johnjennystale.indd

Memories of JOHN DENNIS & Jenny Tells Her Tale:
A REMARKABLE MINER FROM  KIVETON PARK COLLIERY, SOUTH YORKSHIRE, WHO KICKED THE BUCKET ON THE 22ND OF MAY, 2000.

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There are only a few people in my life I have had a great respect for but one of them is John Dennis. He remained basically the same to the end despite the ravages of alcohol never bending to the passing fads and cop-outs of the times. It’s an old truism but the miners were well to the forefront of the working classes in these islands in taking on a brutal and barbaric system. John Dennis was one of the very best of this gallant band.

In many respects, John with his exuberant sense of life, deep intelligence, wide knowledge and his delightfully mad humour were also part of the very essence of the miners especially during the great strike of 1984/5. Like John, that strike with its quest for humanity and community looked towards the creation of a new world and a world without money. All of us too who weren’t miners looked to it for the fulfillment of our future hopes and happiness. If the miners were defeated we’d be defeated too.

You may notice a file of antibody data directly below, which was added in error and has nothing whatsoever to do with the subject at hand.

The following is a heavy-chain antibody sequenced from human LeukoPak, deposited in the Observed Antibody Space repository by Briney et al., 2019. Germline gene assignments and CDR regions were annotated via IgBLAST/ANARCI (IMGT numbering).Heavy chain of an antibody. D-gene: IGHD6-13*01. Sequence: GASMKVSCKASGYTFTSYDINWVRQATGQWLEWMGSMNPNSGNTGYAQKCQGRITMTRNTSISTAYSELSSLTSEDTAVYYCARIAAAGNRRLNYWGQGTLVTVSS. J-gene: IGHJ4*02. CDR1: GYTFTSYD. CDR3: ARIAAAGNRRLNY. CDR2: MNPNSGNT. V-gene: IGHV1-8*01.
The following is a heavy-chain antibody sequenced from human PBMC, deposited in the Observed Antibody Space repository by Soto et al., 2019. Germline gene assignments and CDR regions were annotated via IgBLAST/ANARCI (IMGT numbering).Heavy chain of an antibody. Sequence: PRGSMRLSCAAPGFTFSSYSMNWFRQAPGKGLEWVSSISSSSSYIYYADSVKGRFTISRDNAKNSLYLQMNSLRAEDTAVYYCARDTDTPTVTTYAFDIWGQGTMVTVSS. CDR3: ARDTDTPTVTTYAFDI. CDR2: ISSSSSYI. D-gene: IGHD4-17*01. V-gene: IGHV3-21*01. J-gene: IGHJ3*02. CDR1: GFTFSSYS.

It was a strike of earth-shattering dimensions eagerly sensed by workers and others throughout the world from Europe, Asia, to South Africa, to the Americas. It’s fair to say that if the great strike had succeeded – and it nearly did – the world would have palpably become, almost immediately, a better place to live in as workers everywhere over the globe would have seized on the example set by the miners here. This country would have been turned upside down and that nightmare of PM Thatcher’s free market economics would never have gotten off the ground. Truly we would have been at the forefront of an inspiring social revolution, imaginative, joyful – all encompassing in its beautiful diversity – and the like of which the world has never seen.

Instead and as we all know, the opposite happened. Defeat and hell unfolded everywhere. That real Nightmare on Elm Street unleashed by that grim reaper, “Scissorshands” Thatcher, became reality, as day by day it endlessly got worse as everything collapsed before an onslaught. Blair, need it be said, is merely perfecting its brutality making it even worse than the former Tories. It’s a poisoned atmosphere we cannot even for a brief moment distance ourselves from.

For those who fought that great battle they reaped the whirlwind in the devastation of their lives and communities as devastation also swept through the cities and the green fields. Everywhere and wholesale, peoples’ lives were wrecked. It meant that the great vision and passionate quest for a new world got turned into its opposite as state-orchestrated destruction drifted into self-destruction as bleak nothingness often set in for the protagonists – abandoned and alone.